Two-Step Dancing Leader & Follower Roles
Leader: As a leader, it is your job on the dance floor to watch and steer your partner safely around the dance floor. After getting a good grasp on the basic two-step, a good next level is to turn your partner and lead backward. However, this doesn’t switch the responsibly to the follower to watch out. The leader now must look over their shoulder and see the traffic and continue to steer the two of you safely around the dance floor.
But of course, if the follower sees a collision about to happen they can try to give a heads up! But its really not their job. The leader is to be aware of the space and try to see all the dancers around.
Follower: As the follower, it is important to help maintain that pressure between you and your leader. This is how you will know what they’re doing. If you are getting your feet stepped on by your lead you may be collapsing in and not keeping that pressure.
Different Styles of Two-Step Dancing
While the timing for the Two-Step is agreed on universally, there are some differing thoughts about style. This observation of style has to do with timing and is really a discussion for the leader. The main one I’ve heard is how big your steps should be and if your speed is constant or variant. It stands to reason that maybe for a “quick” step you can’t step as far, but for a “slow” step you can take a bigger longer step. But some would say, no, just take longer to make the step! So, all steps are the same distance. I’ve also heard when you do the quick step it should be as if someone “pushes you from behind” hence you’re speeding up at that moment, to then slow down at the “slow-slow.” I don’t think it matters much! The main thing is that as the leader, whatever style feels right for you, you are a good lead and your follow can feel it and pick it up.
Two-Step Dance Routines
The Basic dance frame “closed” position, the steps, timing, how to start and understanding the leader and follower roles is all you need to get out on the dance floor and begin! At this point, you are ready to go out dancing and move around the dance floor – in a counter-clockwise direction!
This all provides the foundation for Two-Step and can be built upon throughout years of dancing enjoyment. The following are a few added dance moves and routines to add to your growing repertoire.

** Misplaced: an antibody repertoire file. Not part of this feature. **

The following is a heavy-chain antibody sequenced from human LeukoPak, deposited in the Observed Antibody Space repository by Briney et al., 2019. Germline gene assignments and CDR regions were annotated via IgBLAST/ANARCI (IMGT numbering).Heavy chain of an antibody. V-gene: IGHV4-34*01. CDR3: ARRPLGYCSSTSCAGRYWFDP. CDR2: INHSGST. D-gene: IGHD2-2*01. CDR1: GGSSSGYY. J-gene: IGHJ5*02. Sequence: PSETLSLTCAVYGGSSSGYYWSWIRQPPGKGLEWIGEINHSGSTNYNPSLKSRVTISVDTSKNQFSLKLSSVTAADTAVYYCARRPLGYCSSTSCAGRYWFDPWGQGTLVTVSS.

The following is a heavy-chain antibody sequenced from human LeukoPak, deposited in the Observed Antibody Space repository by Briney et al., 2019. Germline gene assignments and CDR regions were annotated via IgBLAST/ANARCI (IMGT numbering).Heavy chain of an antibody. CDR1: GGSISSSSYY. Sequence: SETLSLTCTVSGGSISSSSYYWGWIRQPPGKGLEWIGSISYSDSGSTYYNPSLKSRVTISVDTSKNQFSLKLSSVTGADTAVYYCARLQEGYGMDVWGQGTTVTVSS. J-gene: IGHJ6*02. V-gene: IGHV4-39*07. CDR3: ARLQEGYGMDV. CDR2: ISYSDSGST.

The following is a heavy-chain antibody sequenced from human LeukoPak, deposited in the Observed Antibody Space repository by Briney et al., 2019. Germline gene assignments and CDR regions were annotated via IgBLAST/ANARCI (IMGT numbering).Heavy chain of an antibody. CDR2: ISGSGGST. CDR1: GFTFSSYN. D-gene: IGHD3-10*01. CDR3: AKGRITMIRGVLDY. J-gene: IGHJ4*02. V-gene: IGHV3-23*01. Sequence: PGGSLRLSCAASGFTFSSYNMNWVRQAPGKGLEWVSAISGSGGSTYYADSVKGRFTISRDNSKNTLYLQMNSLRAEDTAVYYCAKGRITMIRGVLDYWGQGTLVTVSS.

180º Turn – This is a simple turn of the both of you initiated by the lead. The turn is accomplished by the lead using the first slow to move his partner to the right out of the “track” and then completing the full turn of both partners on the second slow. Then the next quick-quick is the lead walking backward, pulling the follower who is now walking forward.
Outside Turn – Possibly more common than turning around might be just turning or spinning the follower. This is accomplished by a small “prep” or signal to the follower with the left hand and turning them around by pulling their hand away from you so they turn clockwise. They will follow their right shoulder. As they come around the leader will reposition their right hand back under the shoulder blade.
Sweetheart Position – This not necessarily a dance move, but another way to progress around the dance floor beside the “closed position.” When in “closed position” the leader just pulls the follower in for a 1/2 inside turn switching hands. Both partners look forward, both holding right hands in front and left hands held above the follower’s shoulder. The Sweetheart Position gives the follower a nice break from always traveling backward.
Extra: Once you have this down, try moving to it while the leader is traveling backwards! This forces the lead to be the one turning to walk forward.
Two-Step Dancing Tutorials
This post obviously isn’t intended to turn you into a world-class Two-Stepper overnight! There are many other intermediate and after that advanced routines or patterns to learn! The ones explained above will be a great start and allow you to blend in pretty well with a typical night of Two-Stepping at your local country bar. Below are some great video tutorials showing some of the basics covered above. These videos also add additional tips and will take you farther. Enjoy!